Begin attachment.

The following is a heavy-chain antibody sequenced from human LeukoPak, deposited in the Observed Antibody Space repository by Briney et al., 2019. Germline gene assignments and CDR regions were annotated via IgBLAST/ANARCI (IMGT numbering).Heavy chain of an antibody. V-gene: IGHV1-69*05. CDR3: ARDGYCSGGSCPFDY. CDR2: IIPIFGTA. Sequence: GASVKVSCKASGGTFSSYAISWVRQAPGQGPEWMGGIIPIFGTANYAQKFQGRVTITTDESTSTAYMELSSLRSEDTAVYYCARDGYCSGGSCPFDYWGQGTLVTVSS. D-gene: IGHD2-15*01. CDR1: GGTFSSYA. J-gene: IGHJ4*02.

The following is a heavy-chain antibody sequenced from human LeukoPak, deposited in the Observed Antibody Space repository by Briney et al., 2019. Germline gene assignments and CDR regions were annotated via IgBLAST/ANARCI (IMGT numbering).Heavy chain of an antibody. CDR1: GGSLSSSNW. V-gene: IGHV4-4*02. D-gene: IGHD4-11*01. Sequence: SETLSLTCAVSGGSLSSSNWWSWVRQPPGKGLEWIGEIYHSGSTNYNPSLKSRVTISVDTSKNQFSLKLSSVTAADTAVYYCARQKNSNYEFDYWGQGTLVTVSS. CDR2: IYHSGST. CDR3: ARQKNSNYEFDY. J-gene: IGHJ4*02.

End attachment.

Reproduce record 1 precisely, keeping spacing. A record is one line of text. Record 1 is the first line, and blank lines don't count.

The following is a heavy-chain antibody sequenced from human LeukoPak, deposited in the Observed Antibody Space repository by Briney et al., 2019. Germline gene assignments and CDR regions were annotated via IgBLAST/ANARCI (IMGT numbering).Heavy chain of an antibody. V-gene: IGHV1-69*05. CDR3: ARDGYCSGGSCPFDY. CDR2: IIPIFGTA. Sequence: GASVKVSCKASGGTFSSYAISWVRQAPGQGPEWMGGIIPIFGTANYAQKFQGRVTITTDESTSTAYMELSSLRSEDTAVYYCARDGYCSGGSCPFDYWGQGTLVTVSS. D-gene: IGHD2-15*01. CDR1: GGTFSSYA. J-gene: IGHJ4*02.